Over the many years I have been reading and writing about the Christian Faith, I have become just a little irritated by those well meaning people who try to tell me that in order to really know about Jesus, or ‘Yeshua’ as they like to call Him, it is necessary to get a Jewish perspective on the Gospels. (Actually, “Yeshua” is Hebrew, and Hebrew was rarely spoken in Israel in His day. According to the esteemed Jewish historian David Flusser, “Yeshu” would have in all probability been His name in Galilee (The Sage From Galilee, 6)).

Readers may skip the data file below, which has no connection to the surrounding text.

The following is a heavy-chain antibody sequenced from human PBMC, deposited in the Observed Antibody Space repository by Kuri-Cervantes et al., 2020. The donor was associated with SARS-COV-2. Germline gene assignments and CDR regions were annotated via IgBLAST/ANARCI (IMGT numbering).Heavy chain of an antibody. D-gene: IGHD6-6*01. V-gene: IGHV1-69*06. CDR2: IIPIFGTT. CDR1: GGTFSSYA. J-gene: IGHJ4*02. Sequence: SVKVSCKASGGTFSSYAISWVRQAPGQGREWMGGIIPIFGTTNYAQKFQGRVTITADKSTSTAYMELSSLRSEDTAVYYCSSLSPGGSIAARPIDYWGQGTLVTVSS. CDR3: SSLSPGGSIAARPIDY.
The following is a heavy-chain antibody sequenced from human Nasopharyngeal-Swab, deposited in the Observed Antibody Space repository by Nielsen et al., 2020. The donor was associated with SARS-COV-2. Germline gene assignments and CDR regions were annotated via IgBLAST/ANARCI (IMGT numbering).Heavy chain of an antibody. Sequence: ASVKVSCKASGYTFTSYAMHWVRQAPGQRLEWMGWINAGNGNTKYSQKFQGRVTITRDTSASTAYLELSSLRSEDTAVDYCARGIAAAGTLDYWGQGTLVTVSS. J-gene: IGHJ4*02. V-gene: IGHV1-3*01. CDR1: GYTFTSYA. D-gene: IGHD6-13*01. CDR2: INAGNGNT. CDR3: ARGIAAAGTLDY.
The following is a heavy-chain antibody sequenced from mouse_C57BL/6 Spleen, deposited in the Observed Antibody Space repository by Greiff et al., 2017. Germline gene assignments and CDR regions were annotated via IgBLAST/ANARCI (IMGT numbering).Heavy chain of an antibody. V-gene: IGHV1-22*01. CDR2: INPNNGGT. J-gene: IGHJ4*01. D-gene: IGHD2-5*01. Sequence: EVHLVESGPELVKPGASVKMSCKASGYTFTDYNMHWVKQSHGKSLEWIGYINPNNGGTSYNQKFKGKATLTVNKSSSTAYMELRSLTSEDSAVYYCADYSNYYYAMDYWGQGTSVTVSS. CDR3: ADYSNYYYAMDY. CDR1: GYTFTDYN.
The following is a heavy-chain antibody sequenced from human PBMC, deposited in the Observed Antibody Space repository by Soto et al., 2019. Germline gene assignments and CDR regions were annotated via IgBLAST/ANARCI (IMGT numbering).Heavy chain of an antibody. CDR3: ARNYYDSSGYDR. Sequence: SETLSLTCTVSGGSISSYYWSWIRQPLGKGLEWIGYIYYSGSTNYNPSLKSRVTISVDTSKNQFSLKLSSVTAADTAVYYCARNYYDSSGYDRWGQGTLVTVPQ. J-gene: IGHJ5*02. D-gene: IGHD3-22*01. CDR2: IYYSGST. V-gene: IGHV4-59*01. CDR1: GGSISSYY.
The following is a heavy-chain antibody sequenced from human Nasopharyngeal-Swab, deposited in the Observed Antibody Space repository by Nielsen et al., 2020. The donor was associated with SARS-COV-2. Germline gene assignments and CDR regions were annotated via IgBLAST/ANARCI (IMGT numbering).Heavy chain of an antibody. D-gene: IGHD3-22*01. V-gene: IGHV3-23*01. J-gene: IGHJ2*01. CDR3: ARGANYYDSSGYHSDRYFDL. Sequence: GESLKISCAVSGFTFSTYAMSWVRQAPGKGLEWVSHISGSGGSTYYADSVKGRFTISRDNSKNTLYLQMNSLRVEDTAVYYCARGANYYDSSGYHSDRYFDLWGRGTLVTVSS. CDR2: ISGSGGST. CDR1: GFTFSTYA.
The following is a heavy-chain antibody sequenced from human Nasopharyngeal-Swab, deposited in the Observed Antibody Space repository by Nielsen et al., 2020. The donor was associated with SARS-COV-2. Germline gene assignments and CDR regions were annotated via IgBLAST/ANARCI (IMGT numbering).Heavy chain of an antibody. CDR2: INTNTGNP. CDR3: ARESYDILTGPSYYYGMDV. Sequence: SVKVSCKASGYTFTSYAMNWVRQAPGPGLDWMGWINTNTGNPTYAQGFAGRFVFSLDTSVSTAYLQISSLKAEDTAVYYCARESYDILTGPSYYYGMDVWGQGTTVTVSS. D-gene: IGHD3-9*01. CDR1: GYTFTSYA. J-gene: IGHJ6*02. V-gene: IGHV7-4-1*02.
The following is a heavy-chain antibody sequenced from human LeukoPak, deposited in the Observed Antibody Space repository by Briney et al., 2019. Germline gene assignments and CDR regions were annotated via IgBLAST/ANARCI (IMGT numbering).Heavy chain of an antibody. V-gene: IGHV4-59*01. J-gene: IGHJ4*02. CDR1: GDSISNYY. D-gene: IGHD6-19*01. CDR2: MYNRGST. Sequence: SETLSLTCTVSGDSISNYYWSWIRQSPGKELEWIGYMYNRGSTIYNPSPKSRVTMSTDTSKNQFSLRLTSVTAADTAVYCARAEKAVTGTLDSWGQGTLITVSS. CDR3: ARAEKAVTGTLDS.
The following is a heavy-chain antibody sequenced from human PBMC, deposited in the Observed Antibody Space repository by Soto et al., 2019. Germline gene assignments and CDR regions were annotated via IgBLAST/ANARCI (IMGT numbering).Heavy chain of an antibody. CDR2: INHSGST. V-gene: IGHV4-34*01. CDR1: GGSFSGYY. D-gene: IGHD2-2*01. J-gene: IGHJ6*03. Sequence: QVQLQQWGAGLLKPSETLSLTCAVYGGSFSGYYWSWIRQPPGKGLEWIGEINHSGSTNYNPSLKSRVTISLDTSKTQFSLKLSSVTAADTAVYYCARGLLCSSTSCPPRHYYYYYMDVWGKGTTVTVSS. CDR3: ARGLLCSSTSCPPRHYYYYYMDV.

Now no one is going to say that the Jesus of Scripture was not thoroughly Jewish, and no one is going to say that the Bible is not a Jewish Book. Still, there are several reasons for my irritation; one of them being the fact that Paul, the Apostle to the Gentiles, plus the other writers of the New Testament, did not deem it necessary to include within their narratives a great deal of information about the Jewish culture and tradition of their times. Luke wrote a Gospel to Gentiles (as most every scholar claims), and yet he did not appear to be as concerned to relate to us the exclusively Jewish flavor of the events of Jesus’ Life; not like, for example, one sees in the writings of Josephus a generation or so later.